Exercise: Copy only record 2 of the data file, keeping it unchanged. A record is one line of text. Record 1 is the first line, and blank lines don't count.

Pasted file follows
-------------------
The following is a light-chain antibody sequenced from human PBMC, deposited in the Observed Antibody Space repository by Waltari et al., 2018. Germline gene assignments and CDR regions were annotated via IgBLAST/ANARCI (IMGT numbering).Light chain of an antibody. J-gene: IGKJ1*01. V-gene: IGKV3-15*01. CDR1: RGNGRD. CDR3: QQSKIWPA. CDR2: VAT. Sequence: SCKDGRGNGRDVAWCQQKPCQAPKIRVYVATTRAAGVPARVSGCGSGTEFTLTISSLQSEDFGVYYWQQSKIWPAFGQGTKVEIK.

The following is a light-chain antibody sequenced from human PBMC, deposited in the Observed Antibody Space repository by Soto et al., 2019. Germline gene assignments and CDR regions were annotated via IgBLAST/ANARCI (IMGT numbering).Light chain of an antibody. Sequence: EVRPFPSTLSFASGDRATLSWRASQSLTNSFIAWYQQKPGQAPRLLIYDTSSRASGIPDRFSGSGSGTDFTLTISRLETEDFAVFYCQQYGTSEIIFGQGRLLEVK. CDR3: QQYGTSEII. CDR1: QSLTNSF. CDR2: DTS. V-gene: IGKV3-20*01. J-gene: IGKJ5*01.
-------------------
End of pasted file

The following is a light-chain antibody sequenced from human PBMC, deposited in the Observed Antibody Space repository by Soto et al., 2019. Germline gene assignments and CDR regions were annotated via IgBLAST/ANARCI (IMGT numbering).Light chain of an antibody. Sequence: EVRPFPSTLSFASGDRATLSWRASQSLTNSFIAWYQQKPGQAPRLLIYDTSSRASGIPDRFSGSGSGTDFTLTISRLETEDFAVFYCQQYGTSEIIFGQGRLLEVK. CDR3: QQYGTSEII. CDR1: QSLTNSF. CDR2: DTS. V-gene: IGKV3-20*01. J-gene: IGKJ5*01.